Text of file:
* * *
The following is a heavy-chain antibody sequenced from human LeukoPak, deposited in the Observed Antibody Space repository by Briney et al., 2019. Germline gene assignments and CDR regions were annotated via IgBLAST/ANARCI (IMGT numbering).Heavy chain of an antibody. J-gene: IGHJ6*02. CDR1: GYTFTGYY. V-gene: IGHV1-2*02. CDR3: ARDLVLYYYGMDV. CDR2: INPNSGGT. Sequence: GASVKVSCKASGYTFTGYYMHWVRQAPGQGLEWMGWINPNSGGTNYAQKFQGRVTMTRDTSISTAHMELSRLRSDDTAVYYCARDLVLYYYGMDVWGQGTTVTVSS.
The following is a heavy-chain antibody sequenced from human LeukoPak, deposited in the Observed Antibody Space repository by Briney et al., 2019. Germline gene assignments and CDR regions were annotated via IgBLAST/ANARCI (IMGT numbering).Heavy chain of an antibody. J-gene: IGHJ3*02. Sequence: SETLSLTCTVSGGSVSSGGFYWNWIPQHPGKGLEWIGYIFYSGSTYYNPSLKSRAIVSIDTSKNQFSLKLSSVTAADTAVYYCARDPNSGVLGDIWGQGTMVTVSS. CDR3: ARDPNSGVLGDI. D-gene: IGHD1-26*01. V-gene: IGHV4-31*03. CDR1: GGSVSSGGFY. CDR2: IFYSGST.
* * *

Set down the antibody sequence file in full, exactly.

The following is a heavy-chain antibody sequenced from human LeukoPak, deposited in the Observed Antibody Space repository by Briney et al., 2019. Germline gene assignments and CDR regions were annotated via IgBLAST/ANARCI (IMGT numbering).Heavy chain of an antibody. J-gene: IGHJ6*02. CDR1: GYTFTGYY. V-gene: IGHV1-2*02. CDR3: ARDLVLYYYGMDV. CDR2: INPNSGGT. Sequence: GASVKVSCKASGYTFTGYYMHWVRQAPGQGLEWMGWINPNSGGTNYAQKFQGRVTMTRDTSISTAHMELSRLRSDDTAVYYCARDLVLYYYGMDVWGQGTTVTVSS.
The following is a heavy-chain antibody sequenced from human LeukoPak, deposited in the Observed Antibody Space repository by Briney et al., 2019. Germline gene assignments and CDR regions were annotated via IgBLAST/ANARCI (IMGT numbering).Heavy chain of an antibody. J-gene: IGHJ3*02. Sequence: SETLSLTCTVSGGSVSSGGFYWNWIPQHPGKGLEWIGYIFYSGSTYYNPSLKSRAIVSIDTSKNQFSLKLSSVTAADTAVYYCARDPNSGVLGDIWGQGTMVTVSS. CDR3: ARDPNSGVLGDI. D-gene: IGHD1-26*01. V-gene: IGHV4-31*03. CDR1: GGSVSSGGFY. CDR2: IFYSGST.